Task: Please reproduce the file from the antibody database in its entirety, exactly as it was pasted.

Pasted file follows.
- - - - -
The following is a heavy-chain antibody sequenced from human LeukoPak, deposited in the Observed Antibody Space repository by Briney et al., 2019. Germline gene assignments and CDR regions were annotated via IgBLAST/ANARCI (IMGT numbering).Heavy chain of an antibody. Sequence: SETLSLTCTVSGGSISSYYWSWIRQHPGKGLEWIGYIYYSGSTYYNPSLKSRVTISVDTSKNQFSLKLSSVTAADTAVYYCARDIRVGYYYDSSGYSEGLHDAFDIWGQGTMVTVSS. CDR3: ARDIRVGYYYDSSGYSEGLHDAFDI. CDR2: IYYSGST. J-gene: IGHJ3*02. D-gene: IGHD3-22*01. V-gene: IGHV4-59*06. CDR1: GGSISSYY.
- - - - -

The following is a heavy-chain antibody sequenced from human LeukoPak, deposited in the Observed Antibody Space repository by Briney et al., 2019. Germline gene assignments and CDR regions were annotated via IgBLAST/ANARCI (IMGT numbering).Heavy chain of an antibody. Sequence: SETLSLTCTVSGGSISSYYWSWIRQHPGKGLEWIGYIYYSGSTYYNPSLKSRVTISVDTSKNQFSLKLSSVTAADTAVYYCARDIRVGYYYDSSGYSEGLHDAFDIWGQGTMVTVSS. CDR3: ARDIRVGYYYDSSGYSEGLHDAFDI. CDR2: IYYSGST. J-gene: IGHJ3*02. D-gene: IGHD3-22*01. V-gene: IGHV4-59*06. CDR1: GGSISSYY.